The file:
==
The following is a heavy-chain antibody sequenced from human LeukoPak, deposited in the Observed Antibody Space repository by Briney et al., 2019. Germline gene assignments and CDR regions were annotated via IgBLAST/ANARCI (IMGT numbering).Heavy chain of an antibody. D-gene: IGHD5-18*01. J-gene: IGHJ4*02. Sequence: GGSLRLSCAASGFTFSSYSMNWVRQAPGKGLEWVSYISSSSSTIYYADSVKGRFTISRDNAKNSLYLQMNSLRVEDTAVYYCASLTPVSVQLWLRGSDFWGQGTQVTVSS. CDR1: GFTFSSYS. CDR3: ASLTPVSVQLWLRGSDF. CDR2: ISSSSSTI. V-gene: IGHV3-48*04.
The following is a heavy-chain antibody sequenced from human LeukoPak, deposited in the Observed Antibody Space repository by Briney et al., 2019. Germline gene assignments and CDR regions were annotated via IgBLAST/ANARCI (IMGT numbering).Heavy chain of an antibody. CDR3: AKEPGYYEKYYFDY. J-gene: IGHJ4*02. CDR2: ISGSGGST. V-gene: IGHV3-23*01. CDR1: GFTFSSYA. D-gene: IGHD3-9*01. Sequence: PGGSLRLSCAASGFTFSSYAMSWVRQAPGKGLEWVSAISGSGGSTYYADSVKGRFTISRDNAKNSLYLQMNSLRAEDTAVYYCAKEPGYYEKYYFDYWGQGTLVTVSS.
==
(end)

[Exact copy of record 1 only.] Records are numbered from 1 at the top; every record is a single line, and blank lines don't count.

The following is a heavy-chain antibody sequenced from human LeukoPak, deposited in the Observed Antibody Space repository by Briney et al., 2019. Germline gene assignments and CDR regions were annotated via IgBLAST/ANARCI (IMGT numbering).Heavy chain of an antibody. D-gene: IGHD5-18*01. J-gene: IGHJ4*02. Sequence: GGSLRLSCAASGFTFSSYSMNWVRQAPGKGLEWVSYISSSSSTIYYADSVKGRFTISRDNAKNSLYLQMNSLRVEDTAVYYCASLTPVSVQLWLRGSDFWGQGTQVTVSS. CDR1: GFTFSSYS. CDR3: ASLTPVSVQLWLRGSDF. CDR2: ISSSSSTI. V-gene: IGHV3-48*04.